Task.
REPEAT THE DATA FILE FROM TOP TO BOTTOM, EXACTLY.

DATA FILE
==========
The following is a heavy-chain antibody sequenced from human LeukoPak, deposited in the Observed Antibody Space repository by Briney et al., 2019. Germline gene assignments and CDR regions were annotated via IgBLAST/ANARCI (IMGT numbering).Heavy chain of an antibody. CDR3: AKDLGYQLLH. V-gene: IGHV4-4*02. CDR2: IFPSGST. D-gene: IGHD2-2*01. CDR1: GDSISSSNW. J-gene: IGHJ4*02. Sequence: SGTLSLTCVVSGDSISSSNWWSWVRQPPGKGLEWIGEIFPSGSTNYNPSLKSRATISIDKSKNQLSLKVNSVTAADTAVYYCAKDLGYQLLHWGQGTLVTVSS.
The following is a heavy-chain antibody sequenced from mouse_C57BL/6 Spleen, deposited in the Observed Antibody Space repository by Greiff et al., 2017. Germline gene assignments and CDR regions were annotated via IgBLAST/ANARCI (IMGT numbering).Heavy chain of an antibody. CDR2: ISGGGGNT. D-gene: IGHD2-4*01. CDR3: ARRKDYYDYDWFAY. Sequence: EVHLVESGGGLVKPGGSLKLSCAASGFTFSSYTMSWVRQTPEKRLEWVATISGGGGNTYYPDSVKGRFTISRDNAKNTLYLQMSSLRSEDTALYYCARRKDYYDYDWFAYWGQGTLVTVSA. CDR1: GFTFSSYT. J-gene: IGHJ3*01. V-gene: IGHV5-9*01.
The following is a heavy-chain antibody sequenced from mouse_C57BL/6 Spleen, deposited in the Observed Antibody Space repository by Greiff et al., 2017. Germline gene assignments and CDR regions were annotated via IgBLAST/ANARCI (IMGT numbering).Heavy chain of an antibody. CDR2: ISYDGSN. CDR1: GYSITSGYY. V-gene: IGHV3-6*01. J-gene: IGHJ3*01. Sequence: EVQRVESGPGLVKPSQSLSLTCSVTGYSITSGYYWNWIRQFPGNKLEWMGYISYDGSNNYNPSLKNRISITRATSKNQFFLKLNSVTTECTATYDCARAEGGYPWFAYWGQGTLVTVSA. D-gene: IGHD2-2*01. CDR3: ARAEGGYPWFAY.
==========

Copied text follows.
The following is a heavy-chain antibody sequenced from human LeukoPak, deposited in the Observed Antibody Space repository by Briney et al., 2019. Germline gene assignments and CDR regions were annotated via IgBLAST/ANARCI (IMGT numbering).Heavy chain of an antibody. CDR3: AKDLGYQLLH. V-gene: IGHV4-4*02. CDR2: IFPSGST. D-gene: IGHD2-2*01. CDR1: GDSISSSNW. J-gene: IGHJ4*02. Sequence: SGTLSLTCVVSGDSISSSNWWSWVRQPPGKGLEWIGEIFPSGSTNYNPSLKSRATISIDKSKNQLSLKVNSVTAADTAVYYCAKDLGYQLLHWGQGTLVTVSS.
The following is a heavy-chain antibody sequenced from mouse_C57BL/6 Spleen, deposited in the Observed Antibody Space repository by Greiff et al., 2017. Germline gene assignments and CDR regions were annotated via IgBLAST/ANARCI (IMGT numbering).Heavy chain of an antibody. CDR2: ISGGGGNT. D-gene: IGHD2-4*01. CDR3: ARRKDYYDYDWFAY. Sequence: EVHLVESGGGLVKPGGSLKLSCAASGFTFSSYTMSWVRQTPEKRLEWVATISGGGGNTYYPDSVKGRFTISRDNAKNTLYLQMSSLRSEDTALYYCARRKDYYDYDWFAYWGQGTLVTVSA. CDR1: GFTFSSYT. J-gene: IGHJ3*01. V-gene: IGHV5-9*01.
The following is a heavy-chain antibody sequenced from mouse_C57BL/6 Spleen, deposited in the Observed Antibody Space repository by Greiff et al., 2017. Germline gene assignments and CDR regions were annotated via IgBLAST/ANARCI (IMGT numbering).Heavy chain of an antibody. CDR2: ISYDGSN. CDR1: GYSITSGYY. V-gene: IGHV3-6*01. J-gene: IGHJ3*01. Sequence: EVQRVESGPGLVKPSQSLSLTCSVTGYSITSGYYWNWIRQFPGNKLEWMGYISYDGSNNYNPSLKNRISITRATSKNQFFLKLNSVTTECTATYDCARAEGGYPWFAYWGQGTLVTVSA. D-gene: IGHD2-2*01. CDR3: ARAEGGYPWFAY.